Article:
One Venezuelan bitcoin miner who spoke on condition of anonymity for fear of reprisal said authorities demanded he pay them $20,000 as a bribe but settled on taking 11 of his 20-some mining machines instead. He said the same officials now sometimes contact him seeking technical advice. Others interviewed for this story described being extorted by authorities who asked to be paid in bitcoin.

Even as the use of bitcoin becomes more prevalent, few businesses openly advertise that they accept cryptocurrency out of concern they will be extorted. It’s still difficult to make many purchases in Venezuela with bitcoin, so people have to convert it into bolivars to buy food and other items. Venezuelans with bitcoin can sell their digital currency on one of a half-dozen virtual exchanges filled with compatriots looking to buy bitcoin.

Dollars remain the go-to currency for many Venezuelans seeking to get rid of bolivars, but getting ahold of them can be difficult and generally requires a black market broker. Buying bitcoin eliminates the middleman because transactions can be done peer-to-peer. In addition, saving bitcoin does not require a foreign bank account. Venezuelans cannot hold dollars in a local account.

Mariana Leon, a crypto-economics consultant, said she has helped several companies in the sugar, chocolate and rum industries invest their bolivares in cryptocurrencies, keeping them in business even while other companies shuttered operations.

“The only reason they have survived is because they invested in cryptocurrencies,” she said.

For Villar, the stakes are especially high, and not just for his business. An engineer who once ran a biometrics enterprise, he is staking his financial future on the development of a game involving an alternative cryptocurrency called PepeCash. A dozen employees operate from a small office filled with computers in an industrial community east of the capital. All receive part of their salary in bitcoin. His wife, also an engineer, is now largely bound to a wheelchair.

“At this moment,” he said. “I don’t have a single bolivar.”

Investors are dumping gold to buy bitcoin

From CNBC:

A key trend in the gold market has just been broken, and bitcoin could be to blame.

The gold miners ETF (GDX) had fallen nearly 15 percent from its September highs while gold has plunged to lows unseen since the end of July. This is curious, says Larry McDonald, head of U.S. macro strategy at ACG Analytics, as the move lower in gold has also been followed by a move down in bond yields, which according to the strategist is very rare.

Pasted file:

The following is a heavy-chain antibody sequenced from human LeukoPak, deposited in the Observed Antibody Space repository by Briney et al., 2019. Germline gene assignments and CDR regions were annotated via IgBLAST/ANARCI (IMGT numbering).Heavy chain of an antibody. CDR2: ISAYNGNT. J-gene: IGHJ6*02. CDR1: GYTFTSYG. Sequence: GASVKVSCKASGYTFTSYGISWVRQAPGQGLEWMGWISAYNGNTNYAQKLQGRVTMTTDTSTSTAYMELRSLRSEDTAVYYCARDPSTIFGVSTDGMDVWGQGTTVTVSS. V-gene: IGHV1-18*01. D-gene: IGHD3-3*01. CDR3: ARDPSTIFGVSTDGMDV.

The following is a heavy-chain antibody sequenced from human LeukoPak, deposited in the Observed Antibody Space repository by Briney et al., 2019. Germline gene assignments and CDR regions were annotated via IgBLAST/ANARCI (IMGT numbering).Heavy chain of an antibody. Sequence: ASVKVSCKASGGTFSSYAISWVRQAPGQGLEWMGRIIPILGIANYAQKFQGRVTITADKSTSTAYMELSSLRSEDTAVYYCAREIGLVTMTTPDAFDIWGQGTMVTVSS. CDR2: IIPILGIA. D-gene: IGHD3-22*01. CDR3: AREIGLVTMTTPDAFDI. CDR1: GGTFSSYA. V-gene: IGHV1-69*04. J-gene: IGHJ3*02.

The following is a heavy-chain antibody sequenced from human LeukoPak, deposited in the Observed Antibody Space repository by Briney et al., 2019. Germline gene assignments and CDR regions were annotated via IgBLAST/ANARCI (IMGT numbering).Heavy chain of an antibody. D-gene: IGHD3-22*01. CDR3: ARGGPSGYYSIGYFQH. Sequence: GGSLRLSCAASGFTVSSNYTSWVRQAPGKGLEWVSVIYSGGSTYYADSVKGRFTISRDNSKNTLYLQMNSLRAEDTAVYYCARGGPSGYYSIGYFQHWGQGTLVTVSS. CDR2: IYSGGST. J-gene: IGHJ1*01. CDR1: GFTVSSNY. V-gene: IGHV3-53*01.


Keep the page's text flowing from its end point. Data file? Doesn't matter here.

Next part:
“Over the last two years, every time rates have come down, and this week rates have moved lower, you had gold go up,” he said Friday in a “Trading Nation” segment on CNBC’s “Power Lunch.” “Almost every time, there has been an 82 percent correlation between gold and bonds. This week, for the first time, that correlation broke down, and I do think it has something to do with bitcoin.”

According to McDonald, there could be even more downside for gold, given the rapid growth of cryptocurrencies, bitcoin and otherwise.

“If you add up all the cryptocurrencies and the liquid gold that’s in the market right now, the cryptocurrencies in market cap are now 23 percent of the liquid tradeable gold,” he said. “That’s up from 2 or 3 percent a year ago, so cryptocurrencies are definitely eating into the gold play.”

In fact, while gold has fallen more than 2 percent in the past month, bitcoin has actually more than doubled its value in that time, according to Coinbase.

Following the launch of bitcoin futures contracts on the CBOE, bitcoin soared and was around $16,800 Monday morning. Gold, on the other hand, was still sitting near its July lows.

Phillip Streible, senior market strategist at RJO Futures, says that the performance of bitcoin futures contracts, the first of which began trading on the Cboe on Sunday, will be a key determinant of gold’s next move.

“If all of a sudden we see bitcoin futures go into a free fall and collapse, [gold will benefit],” he said last week on “Power Lunch.” “Safe haven, store of value, it will start to get people back.”

The next exchange to launch bitcoin futures contracts will be the CME on Dec. 18.